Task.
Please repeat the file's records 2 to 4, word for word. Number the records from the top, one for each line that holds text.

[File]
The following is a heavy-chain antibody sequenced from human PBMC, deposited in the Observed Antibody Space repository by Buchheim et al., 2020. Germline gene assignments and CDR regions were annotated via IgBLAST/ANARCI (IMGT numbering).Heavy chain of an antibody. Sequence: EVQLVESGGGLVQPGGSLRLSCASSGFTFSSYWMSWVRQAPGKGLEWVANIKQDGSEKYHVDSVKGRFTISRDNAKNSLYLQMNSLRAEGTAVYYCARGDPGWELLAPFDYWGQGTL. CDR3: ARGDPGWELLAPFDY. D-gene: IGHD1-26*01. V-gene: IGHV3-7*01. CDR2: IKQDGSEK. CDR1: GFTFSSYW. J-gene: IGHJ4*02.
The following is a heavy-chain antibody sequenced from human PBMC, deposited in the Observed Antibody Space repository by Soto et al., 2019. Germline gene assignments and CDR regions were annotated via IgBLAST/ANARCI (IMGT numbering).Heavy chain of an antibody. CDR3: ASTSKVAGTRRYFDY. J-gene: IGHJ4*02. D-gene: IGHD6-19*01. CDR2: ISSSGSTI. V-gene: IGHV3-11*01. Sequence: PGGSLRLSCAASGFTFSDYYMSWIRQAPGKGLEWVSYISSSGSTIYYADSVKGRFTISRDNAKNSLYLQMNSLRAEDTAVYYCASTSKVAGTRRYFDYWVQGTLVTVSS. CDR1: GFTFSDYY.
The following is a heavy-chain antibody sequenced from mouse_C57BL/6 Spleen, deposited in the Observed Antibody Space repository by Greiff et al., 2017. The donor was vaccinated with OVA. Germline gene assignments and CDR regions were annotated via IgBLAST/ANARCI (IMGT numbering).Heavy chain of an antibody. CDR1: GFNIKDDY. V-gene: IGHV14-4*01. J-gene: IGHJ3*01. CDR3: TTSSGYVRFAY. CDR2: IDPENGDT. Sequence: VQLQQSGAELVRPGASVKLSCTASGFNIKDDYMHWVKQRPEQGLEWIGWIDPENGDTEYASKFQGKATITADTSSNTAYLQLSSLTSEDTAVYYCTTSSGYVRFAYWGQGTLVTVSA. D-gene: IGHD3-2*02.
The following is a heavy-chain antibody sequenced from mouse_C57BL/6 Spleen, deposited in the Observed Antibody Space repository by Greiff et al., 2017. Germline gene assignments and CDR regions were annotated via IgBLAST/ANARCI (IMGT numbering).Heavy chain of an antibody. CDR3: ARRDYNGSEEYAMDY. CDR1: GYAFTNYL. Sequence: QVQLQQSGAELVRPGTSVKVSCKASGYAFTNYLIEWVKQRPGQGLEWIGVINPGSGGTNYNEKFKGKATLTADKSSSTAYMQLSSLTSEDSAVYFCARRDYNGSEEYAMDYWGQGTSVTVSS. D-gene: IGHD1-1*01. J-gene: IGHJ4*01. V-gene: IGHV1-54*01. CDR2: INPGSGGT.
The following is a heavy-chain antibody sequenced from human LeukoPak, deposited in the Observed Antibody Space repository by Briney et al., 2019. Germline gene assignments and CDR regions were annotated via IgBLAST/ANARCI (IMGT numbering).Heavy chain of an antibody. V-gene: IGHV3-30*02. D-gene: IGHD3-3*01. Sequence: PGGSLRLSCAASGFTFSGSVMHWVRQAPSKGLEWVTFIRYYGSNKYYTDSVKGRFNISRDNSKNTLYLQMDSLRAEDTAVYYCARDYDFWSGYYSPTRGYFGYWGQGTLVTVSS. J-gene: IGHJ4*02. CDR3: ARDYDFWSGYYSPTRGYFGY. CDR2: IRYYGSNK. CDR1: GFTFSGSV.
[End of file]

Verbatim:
The following is a heavy-chain antibody sequenced from human PBMC, deposited in the Observed Antibody Space repository by Soto et al., 2019. Germline gene assignments and CDR regions were annotated via IgBLAST/ANARCI (IMGT numbering).Heavy chain of an antibody. CDR3: ASTSKVAGTRRYFDY. J-gene: IGHJ4*02. D-gene: IGHD6-19*01. CDR2: ISSSGSTI. V-gene: IGHV3-11*01. Sequence: PGGSLRLSCAASGFTFSDYYMSWIRQAPGKGLEWVSYISSSGSTIYYADSVKGRFTISRDNAKNSLYLQMNSLRAEDTAVYYCASTSKVAGTRRYFDYWVQGTLVTVSS. CDR1: GFTFSDYY.
The following is a heavy-chain antibody sequenced from mouse_C57BL/6 Spleen, deposited in the Observed Antibody Space repository by Greiff et al., 2017. The donor was vaccinated with OVA. Germline gene assignments and CDR regions were annotated via IgBLAST/ANARCI (IMGT numbering).Heavy chain of an antibody. CDR1: GFNIKDDY. V-gene: IGHV14-4*01. J-gene: IGHJ3*01. CDR3: TTSSGYVRFAY. CDR2: IDPENGDT. Sequence: VQLQQSGAELVRPGASVKLSCTASGFNIKDDYMHWVKQRPEQGLEWIGWIDPENGDTEYASKFQGKATITADTSSNTAYLQLSSLTSEDTAVYYCTTSSGYVRFAYWGQGTLVTVSA. D-gene: IGHD3-2*02.
The following is a heavy-chain antibody sequenced from mouse_C57BL/6 Spleen, deposited in the Observed Antibody Space repository by Greiff et al., 2017. Germline gene assignments and CDR regions were annotated via IgBLAST/ANARCI (IMGT numbering).Heavy chain of an antibody. CDR3: ARRDYNGSEEYAMDY. CDR1: GYAFTNYL. Sequence: QVQLQQSGAELVRPGTSVKVSCKASGYAFTNYLIEWVKQRPGQGLEWIGVINPGSGGTNYNEKFKGKATLTADKSSSTAYMQLSSLTSEDSAVYFCARRDYNGSEEYAMDYWGQGTSVTVSS. D-gene: IGHD1-1*01. J-gene: IGHJ4*01. V-gene: IGHV1-54*01. CDR2: INPGSGGT.